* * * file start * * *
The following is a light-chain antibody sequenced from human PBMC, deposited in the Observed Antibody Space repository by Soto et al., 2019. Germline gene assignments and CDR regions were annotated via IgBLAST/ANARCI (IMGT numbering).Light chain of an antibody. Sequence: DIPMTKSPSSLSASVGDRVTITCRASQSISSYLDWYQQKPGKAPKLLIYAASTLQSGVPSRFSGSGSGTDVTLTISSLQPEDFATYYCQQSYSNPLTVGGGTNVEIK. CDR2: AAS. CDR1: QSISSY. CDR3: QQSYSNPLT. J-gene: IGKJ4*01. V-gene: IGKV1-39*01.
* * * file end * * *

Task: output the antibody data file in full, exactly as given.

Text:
The following is a light-chain antibody sequenced from human PBMC, deposited in the Observed Antibody Space repository by Soto et al., 2019. Germline gene assignments and CDR regions were annotated via IgBLAST/ANARCI (IMGT numbering).Light chain of an antibody. Sequence: DIPMTKSPSSLSASVGDRVTITCRASQSISSYLDWYQQKPGKAPKLLIYAASTLQSGVPSRFSGSGSGTDVTLTISSLQPEDFATYYCQQSYSNPLTVGGGTNVEIK. CDR2: AAS. CDR1: QSISSY. CDR3: QQSYSNPLT. J-gene: IGKJ4*01. V-gene: IGKV1-39*01.